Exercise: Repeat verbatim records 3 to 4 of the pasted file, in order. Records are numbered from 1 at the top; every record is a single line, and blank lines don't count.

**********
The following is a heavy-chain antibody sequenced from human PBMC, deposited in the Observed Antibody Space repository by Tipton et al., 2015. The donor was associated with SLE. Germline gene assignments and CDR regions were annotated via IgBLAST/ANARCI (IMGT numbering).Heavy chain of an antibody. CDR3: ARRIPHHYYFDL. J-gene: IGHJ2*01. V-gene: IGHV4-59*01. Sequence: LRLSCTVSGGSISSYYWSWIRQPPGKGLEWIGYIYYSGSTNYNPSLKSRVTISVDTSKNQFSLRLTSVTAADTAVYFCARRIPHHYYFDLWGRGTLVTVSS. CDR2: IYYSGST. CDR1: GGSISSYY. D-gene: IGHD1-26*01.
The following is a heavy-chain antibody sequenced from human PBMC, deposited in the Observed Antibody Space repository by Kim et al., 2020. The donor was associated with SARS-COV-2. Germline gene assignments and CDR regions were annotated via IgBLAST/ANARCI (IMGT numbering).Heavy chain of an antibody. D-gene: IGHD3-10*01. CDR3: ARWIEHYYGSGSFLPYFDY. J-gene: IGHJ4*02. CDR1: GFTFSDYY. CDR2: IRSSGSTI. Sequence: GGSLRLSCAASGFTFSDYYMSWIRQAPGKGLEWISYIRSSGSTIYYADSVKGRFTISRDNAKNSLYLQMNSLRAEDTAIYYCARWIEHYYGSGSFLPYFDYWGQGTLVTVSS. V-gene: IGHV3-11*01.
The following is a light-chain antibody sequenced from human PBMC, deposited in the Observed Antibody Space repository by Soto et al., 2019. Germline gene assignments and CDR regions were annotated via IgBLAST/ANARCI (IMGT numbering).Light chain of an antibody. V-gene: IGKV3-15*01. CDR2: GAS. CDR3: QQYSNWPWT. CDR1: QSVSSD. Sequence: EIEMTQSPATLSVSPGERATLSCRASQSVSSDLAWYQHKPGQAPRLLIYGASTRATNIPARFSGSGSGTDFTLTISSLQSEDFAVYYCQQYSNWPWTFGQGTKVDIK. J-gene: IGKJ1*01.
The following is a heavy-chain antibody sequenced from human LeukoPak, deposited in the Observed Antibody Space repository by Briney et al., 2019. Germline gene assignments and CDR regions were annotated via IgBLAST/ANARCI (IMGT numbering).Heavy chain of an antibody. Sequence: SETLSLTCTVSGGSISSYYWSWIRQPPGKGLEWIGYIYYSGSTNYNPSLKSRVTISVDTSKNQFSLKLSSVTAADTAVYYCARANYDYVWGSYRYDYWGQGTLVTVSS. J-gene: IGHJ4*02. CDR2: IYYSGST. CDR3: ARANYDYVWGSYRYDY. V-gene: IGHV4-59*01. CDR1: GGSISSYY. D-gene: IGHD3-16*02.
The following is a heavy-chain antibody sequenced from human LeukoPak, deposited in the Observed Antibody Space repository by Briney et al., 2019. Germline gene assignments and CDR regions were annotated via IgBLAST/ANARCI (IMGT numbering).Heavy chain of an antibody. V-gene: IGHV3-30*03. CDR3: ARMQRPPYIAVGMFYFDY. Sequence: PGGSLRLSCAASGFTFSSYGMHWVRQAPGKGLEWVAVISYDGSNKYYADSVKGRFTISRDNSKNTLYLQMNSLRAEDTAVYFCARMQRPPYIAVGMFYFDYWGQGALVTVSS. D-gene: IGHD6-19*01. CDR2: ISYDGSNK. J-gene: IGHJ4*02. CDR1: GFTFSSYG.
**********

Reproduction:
The following is a light-chain antibody sequenced from human PBMC, deposited in the Observed Antibody Space repository by Soto et al., 2019. Germline gene assignments and CDR regions were annotated via IgBLAST/ANARCI (IMGT numbering).Light chain of an antibody. V-gene: IGKV3-15*01. CDR2: GAS. CDR3: QQYSNWPWT. CDR1: QSVSSD. Sequence: EIEMTQSPATLSVSPGERATLSCRASQSVSSDLAWYQHKPGQAPRLLIYGASTRATNIPARFSGSGSGTDFTLTISSLQSEDFAVYYCQQYSNWPWTFGQGTKVDIK. J-gene: IGKJ1*01.
The following is a heavy-chain antibody sequenced from human LeukoPak, deposited in the Observed Antibody Space repository by Briney et al., 2019. Germline gene assignments and CDR regions were annotated via IgBLAST/ANARCI (IMGT numbering).Heavy chain of an antibody. Sequence: SETLSLTCTVSGGSISSYYWSWIRQPPGKGLEWIGYIYYSGSTNYNPSLKSRVTISVDTSKNQFSLKLSSVTAADTAVYYCARANYDYVWGSYRYDYWGQGTLVTVSS. J-gene: IGHJ4*02. CDR2: IYYSGST. CDR3: ARANYDYVWGSYRYDY. V-gene: IGHV4-59*01. CDR1: GGSISSYY. D-gene: IGHD3-16*02.